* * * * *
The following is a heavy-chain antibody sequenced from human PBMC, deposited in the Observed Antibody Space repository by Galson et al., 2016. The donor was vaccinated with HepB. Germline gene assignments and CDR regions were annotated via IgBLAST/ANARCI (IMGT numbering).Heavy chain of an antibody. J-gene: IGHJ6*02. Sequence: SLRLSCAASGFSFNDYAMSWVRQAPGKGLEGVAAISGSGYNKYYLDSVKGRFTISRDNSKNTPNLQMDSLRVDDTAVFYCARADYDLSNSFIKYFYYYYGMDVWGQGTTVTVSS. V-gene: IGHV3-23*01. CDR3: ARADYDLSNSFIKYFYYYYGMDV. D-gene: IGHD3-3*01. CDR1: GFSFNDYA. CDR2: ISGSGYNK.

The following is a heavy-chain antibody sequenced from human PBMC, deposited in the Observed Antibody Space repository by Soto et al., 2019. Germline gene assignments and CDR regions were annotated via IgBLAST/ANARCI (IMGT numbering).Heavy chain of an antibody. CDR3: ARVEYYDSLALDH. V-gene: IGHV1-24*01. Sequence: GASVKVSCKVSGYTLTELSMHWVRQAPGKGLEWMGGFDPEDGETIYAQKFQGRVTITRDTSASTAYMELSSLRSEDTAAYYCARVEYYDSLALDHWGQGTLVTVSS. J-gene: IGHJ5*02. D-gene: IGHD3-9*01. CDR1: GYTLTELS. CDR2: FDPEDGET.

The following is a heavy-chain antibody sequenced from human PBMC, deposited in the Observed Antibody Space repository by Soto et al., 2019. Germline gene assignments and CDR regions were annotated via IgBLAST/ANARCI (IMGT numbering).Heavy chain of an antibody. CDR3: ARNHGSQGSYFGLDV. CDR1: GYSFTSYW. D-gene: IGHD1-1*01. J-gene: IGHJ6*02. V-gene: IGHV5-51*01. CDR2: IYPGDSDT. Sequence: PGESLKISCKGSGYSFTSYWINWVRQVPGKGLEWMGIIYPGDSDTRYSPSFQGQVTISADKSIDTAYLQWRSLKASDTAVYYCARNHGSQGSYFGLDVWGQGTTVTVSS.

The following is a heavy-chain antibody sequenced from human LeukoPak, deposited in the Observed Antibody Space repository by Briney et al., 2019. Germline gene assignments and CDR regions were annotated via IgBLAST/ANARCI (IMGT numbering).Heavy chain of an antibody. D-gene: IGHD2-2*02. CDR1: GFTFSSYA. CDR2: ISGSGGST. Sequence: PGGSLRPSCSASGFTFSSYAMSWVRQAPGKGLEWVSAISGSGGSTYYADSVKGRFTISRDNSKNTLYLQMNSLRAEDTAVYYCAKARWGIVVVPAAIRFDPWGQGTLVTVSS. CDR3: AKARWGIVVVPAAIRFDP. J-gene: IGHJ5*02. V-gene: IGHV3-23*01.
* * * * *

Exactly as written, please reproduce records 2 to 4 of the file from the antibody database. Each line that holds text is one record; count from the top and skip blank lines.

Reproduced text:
The following is a heavy-chain antibody sequenced from human PBMC, deposited in the Observed Antibody Space repository by Soto et al., 2019. Germline gene assignments and CDR regions were annotated via IgBLAST/ANARCI (IMGT numbering).Heavy chain of an antibody. CDR3: ARVEYYDSLALDH. V-gene: IGHV1-24*01. Sequence: GASVKVSCKVSGYTLTELSMHWVRQAPGKGLEWMGGFDPEDGETIYAQKFQGRVTITRDTSASTAYMELSSLRSEDTAAYYCARVEYYDSLALDHWGQGTLVTVSS. J-gene: IGHJ5*02. D-gene: IGHD3-9*01. CDR1: GYTLTELS. CDR2: FDPEDGET.

The following is a heavy-chain antibody sequenced from human PBMC, deposited in the Observed Antibody Space repository by Soto et al., 2019. Germline gene assignments and CDR regions were annotated via IgBLAST/ANARCI (IMGT numbering).Heavy chain of an antibody. CDR3: ARNHGSQGSYFGLDV. CDR1: GYSFTSYW. D-gene: IGHD1-1*01. J-gene: IGHJ6*02. V-gene: IGHV5-51*01. CDR2: IYPGDSDT. Sequence: PGESLKISCKGSGYSFTSYWINWVRQVPGKGLEWMGIIYPGDSDTRYSPSFQGQVTISADKSIDTAYLQWRSLKASDTAVYYCARNHGSQGSYFGLDVWGQGTTVTVSS.

The following is a heavy-chain antibody sequenced from human LeukoPak, deposited in the Observed Antibody Space repository by Briney et al., 2019. Germline gene assignments and CDR regions were annotated via IgBLAST/ANARCI (IMGT numbering).Heavy chain of an antibody. D-gene: IGHD2-2*02. CDR1: GFTFSSYA. CDR2: ISGSGGST. Sequence: PGGSLRPSCSASGFTFSSYAMSWVRQAPGKGLEWVSAISGSGGSTYYADSVKGRFTISRDNSKNTLYLQMNSLRAEDTAVYYCAKARWGIVVVPAAIRFDPWGQGTLVTVSS. CDR3: AKARWGIVVVPAAIRFDP. J-gene: IGHJ5*02. V-gene: IGHV3-23*01.